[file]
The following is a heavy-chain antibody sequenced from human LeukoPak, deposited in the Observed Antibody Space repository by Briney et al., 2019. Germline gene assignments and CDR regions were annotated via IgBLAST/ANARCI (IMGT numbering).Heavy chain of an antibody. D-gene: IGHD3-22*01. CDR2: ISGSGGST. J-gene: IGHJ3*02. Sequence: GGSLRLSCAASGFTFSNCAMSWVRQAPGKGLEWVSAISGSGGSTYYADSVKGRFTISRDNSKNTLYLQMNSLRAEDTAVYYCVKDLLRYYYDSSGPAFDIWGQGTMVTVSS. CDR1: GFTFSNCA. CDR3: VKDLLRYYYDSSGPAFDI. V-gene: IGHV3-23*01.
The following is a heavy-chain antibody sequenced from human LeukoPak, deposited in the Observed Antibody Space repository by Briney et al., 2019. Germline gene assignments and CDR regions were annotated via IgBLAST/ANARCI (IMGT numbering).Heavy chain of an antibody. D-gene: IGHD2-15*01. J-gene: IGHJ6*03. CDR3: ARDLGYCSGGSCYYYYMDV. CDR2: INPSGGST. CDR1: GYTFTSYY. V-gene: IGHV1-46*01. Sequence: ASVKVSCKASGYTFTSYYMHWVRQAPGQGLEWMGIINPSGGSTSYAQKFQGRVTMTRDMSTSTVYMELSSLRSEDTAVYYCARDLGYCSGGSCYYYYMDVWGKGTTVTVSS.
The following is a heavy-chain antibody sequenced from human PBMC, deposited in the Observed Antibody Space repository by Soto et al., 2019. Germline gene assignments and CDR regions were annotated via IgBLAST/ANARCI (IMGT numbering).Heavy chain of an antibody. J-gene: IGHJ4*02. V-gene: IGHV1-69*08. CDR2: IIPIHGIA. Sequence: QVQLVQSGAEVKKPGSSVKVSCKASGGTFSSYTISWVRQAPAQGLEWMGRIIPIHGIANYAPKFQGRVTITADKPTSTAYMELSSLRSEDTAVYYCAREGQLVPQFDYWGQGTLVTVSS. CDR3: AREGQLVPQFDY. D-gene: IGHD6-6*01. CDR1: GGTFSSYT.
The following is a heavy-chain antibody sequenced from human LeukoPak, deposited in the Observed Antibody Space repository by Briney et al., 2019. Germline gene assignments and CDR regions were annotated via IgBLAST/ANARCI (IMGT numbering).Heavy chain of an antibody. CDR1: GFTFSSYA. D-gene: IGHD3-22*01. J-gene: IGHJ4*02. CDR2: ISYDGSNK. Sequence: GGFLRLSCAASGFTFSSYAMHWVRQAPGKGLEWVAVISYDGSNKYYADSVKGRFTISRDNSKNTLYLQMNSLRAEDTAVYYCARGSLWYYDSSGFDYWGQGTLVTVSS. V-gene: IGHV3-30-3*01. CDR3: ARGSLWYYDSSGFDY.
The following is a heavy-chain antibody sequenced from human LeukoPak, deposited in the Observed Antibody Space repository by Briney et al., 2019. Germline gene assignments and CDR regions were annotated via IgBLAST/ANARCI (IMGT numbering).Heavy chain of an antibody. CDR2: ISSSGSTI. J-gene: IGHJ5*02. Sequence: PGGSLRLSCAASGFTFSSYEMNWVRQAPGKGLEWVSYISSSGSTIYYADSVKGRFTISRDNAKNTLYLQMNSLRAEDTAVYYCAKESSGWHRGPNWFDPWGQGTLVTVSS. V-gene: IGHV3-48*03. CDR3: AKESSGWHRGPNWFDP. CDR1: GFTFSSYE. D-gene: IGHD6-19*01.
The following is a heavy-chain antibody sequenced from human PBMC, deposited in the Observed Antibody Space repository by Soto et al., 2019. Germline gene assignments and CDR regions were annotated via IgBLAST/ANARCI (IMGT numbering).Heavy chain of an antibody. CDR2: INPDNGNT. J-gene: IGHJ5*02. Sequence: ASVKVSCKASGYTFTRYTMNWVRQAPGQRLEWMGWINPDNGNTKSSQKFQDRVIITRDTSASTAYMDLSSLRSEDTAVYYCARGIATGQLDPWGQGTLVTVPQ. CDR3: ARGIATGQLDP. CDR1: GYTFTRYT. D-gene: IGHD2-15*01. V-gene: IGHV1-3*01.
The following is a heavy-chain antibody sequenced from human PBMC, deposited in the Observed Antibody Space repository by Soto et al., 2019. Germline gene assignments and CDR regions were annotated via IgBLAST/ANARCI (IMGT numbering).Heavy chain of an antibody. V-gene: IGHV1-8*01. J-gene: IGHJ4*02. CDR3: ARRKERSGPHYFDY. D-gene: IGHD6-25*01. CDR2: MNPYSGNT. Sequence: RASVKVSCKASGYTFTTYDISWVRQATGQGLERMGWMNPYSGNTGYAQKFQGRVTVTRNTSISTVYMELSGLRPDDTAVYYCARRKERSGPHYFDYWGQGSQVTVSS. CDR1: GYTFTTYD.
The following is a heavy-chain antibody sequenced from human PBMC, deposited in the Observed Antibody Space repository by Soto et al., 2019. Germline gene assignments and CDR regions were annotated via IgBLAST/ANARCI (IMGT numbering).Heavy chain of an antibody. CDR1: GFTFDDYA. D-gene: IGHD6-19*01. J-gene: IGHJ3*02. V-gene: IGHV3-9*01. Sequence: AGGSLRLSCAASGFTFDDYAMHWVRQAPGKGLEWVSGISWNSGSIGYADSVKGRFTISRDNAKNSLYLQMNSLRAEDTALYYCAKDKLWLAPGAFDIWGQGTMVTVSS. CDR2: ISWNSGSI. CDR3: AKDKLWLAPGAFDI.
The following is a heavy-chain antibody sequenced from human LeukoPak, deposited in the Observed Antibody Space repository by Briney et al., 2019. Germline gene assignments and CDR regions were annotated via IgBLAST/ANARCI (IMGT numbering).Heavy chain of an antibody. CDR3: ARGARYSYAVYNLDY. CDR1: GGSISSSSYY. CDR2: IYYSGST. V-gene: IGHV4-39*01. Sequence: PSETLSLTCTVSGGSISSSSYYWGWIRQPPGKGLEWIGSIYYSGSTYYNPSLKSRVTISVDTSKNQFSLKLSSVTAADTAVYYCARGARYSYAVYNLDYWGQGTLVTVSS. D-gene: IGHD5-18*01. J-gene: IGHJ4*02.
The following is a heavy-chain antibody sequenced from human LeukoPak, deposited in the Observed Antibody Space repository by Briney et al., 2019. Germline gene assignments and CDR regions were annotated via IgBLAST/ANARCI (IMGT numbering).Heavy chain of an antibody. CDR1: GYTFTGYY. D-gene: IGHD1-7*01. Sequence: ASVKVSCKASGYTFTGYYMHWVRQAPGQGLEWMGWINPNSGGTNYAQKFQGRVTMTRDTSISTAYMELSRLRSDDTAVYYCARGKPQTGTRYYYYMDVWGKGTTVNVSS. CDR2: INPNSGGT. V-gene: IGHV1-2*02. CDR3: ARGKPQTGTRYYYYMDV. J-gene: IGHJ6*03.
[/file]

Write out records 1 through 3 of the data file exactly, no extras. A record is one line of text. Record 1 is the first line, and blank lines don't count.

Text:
The following is a heavy-chain antibody sequenced from human LeukoPak, deposited in the Observed Antibody Space repository by Briney et al., 2019. Germline gene assignments and CDR regions were annotated via IgBLAST/ANARCI (IMGT numbering).Heavy chain of an antibody. D-gene: IGHD3-22*01. CDR2: ISGSGGST. J-gene: IGHJ3*02. Sequence: GGSLRLSCAASGFTFSNCAMSWVRQAPGKGLEWVSAISGSGGSTYYADSVKGRFTISRDNSKNTLYLQMNSLRAEDTAVYYCVKDLLRYYYDSSGPAFDIWGQGTMVTVSS. CDR1: GFTFSNCA. CDR3: VKDLLRYYYDSSGPAFDI. V-gene: IGHV3-23*01.
The following is a heavy-chain antibody sequenced from human LeukoPak, deposited in the Observed Antibody Space repository by Briney et al., 2019. Germline gene assignments and CDR regions were annotated via IgBLAST/ANARCI (IMGT numbering).Heavy chain of an antibody. D-gene: IGHD2-15*01. J-gene: IGHJ6*03. CDR3: ARDLGYCSGGSCYYYYMDV. CDR2: INPSGGST. CDR1: GYTFTSYY. V-gene: IGHV1-46*01. Sequence: ASVKVSCKASGYTFTSYYMHWVRQAPGQGLEWMGIINPSGGSTSYAQKFQGRVTMTRDMSTSTVYMELSSLRSEDTAVYYCARDLGYCSGGSCYYYYMDVWGKGTTVTVSS.
The following is a heavy-chain antibody sequenced from human PBMC, deposited in the Observed Antibody Space repository by Soto et al., 2019. Germline gene assignments and CDR regions were annotated via IgBLAST/ANARCI (IMGT numbering).Heavy chain of an antibody. J-gene: IGHJ4*02. V-gene: IGHV1-69*08. CDR2: IIPIHGIA. Sequence: QVQLVQSGAEVKKPGSSVKVSCKASGGTFSSYTISWVRQAPAQGLEWMGRIIPIHGIANYAPKFQGRVTITADKPTSTAYMELSSLRSEDTAVYYCAREGQLVPQFDYWGQGTLVTVSS. CDR3: AREGQLVPQFDY. D-gene: IGHD6-6*01. CDR1: GGTFSSYT.